Today's America - yesterday's science fiction?

By D.A. King, Douglas Enterprise, March 25, 2006

More than the nation of laws, secure borders and common language that our grandfathers devotedly passed on to us, the United States now more closely resembles a fictional location set in an episode from Rod Serling's 1960's Twilight Zone TV series.

Atlanta newspapers write about a third generation Atlanta area building contractor who acknowledges that illegal immigration has lowered the wages of that trade to levels that are nearly impossible for him to be legally competitive - but he hesitates to resist in fear of being labeled "racist".

There are "jobs Americans will not do", we are constantly told. English is an optional language in Georgia.

American veterans are held up to a means test to qualify for promised free medical care.

In their final years, members of America's "greatest generation" are required to choose between losing access to Medicaid funds to remain in nursing homes - or forfeiting their homes. Meanwhile, the corporate-funded, ethnic-based lobby shepherding millions of illegal aliens has demanded, and obtained, no questions asked taxpayer-funded free medical care and education for people with no legal right to be in the United States. No means test needed - in any language.

For those with the temerity to ask, they are merely "civil-rights activists". "Dignity" is the current buzz-word.

U.S. Senators consider waving a magic wand of legalization over the illegal aliens - and their bankers.

American college students pay out of state tuition if they choose a university outside their own state - but foreign students here illegally can, and do, access the far less costly in-state tuition. Because, we are lectured, "it is the right thing to do".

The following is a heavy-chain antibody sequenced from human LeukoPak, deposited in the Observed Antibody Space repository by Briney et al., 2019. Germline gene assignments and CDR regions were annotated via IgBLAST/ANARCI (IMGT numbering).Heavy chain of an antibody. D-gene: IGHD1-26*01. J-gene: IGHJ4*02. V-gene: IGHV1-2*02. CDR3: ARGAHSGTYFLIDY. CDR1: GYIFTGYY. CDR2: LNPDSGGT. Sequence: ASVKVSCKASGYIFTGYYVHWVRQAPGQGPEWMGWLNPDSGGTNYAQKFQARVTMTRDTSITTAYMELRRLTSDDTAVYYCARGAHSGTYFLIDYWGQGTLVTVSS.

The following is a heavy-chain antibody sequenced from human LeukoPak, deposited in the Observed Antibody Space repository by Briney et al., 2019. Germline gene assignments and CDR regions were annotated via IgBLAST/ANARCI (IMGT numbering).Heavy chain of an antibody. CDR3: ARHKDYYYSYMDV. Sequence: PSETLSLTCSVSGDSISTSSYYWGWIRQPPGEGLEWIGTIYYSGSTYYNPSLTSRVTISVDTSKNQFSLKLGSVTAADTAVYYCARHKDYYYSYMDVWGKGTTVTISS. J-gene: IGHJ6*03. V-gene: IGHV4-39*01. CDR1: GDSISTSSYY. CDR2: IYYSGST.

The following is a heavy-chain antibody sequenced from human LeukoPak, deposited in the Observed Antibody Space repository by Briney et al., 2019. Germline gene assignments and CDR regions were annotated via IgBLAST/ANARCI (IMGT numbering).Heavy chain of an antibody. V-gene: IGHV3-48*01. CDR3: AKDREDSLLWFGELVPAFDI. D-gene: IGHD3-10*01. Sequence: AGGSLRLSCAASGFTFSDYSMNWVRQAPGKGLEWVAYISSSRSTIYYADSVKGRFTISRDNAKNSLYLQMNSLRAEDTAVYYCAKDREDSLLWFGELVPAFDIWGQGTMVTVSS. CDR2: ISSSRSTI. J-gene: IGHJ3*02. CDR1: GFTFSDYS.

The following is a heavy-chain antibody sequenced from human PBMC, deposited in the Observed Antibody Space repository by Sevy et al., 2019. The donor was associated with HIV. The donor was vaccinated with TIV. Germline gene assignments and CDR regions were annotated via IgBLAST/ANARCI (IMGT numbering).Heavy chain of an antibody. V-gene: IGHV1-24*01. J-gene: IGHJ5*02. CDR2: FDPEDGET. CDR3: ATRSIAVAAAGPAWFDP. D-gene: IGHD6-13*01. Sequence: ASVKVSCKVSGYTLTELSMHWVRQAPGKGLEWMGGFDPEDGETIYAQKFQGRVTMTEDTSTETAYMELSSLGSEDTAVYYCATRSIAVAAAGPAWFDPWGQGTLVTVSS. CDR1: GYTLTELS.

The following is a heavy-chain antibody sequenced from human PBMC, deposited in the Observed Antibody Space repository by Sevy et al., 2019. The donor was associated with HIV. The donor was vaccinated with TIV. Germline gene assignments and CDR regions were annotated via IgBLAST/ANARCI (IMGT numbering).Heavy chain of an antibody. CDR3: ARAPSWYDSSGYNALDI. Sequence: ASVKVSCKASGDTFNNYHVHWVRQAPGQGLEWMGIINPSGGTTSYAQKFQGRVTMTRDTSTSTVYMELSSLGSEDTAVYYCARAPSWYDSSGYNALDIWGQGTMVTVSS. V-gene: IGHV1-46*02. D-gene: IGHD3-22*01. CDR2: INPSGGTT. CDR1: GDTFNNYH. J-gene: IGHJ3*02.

In a war on terror, American borders are violated more often than at any time in our history. It's just business.

Illegal aliens are regularly found to be employed at sensitive "secure" military bases and the nation's airports. Turning over management of our ports to a suspect foreign government is regarded as somehow more suicidal than illegally importing un-inspected labor with access to American aircraft carriers - or airliners.

Here in Georgia, a state legislator with the courage to attempt to mirror existing - but ignored - federal laws governing illegal immigration and employment is regarded suspiciously. While those who have the most to lose if those laws are actually enforced fearlessly escort illegal aliens into the Georgia Senate Chamber in an effort to "frame the issue in human terms" - insisting that existing law continue to not be enforced.

In Georgia, illegal aliens are organized to threaten a boycott of American businesses. To demand "justice". Yawn.

No one asks about the consequences of Americans boycotting to demand equal protection under the law.

Angry cries of betrayal from citizens are regarded as less valid or reasonable than the wails of "injustice" from people with no legal right to be in the United States.

Having been told that the "one time amnesty" of 1986 for three million illegals would finally solve the border and illegal immigration crisis, Americans watch as campaign donors in American business attempt to coerce the federal government into granting another amnesty - with the same promise. "Guest workers" indeed.

Number of employers sanctioned for employing illegal labor in 2004? Three.

The same employers set the wage scale, knowing that there is always cheaper illegal labor on the way from across the border. Illegal immigration and taxes are up, but wages are down.

Bankers openly extend mortgage loans to people who by law should be more concerned about deportation than interest points.

We are told that "we must have illegal labor to keep up with growth", but that we should get accustomed to I-75 becoming 23 lanes wide in Atlanta.

To the 21st century American, it is the new "global reality" to be quietly accepted - under pain of being labeled somehow "un-American."

Let's change the channel. Let's call our Senators. No amnesty.

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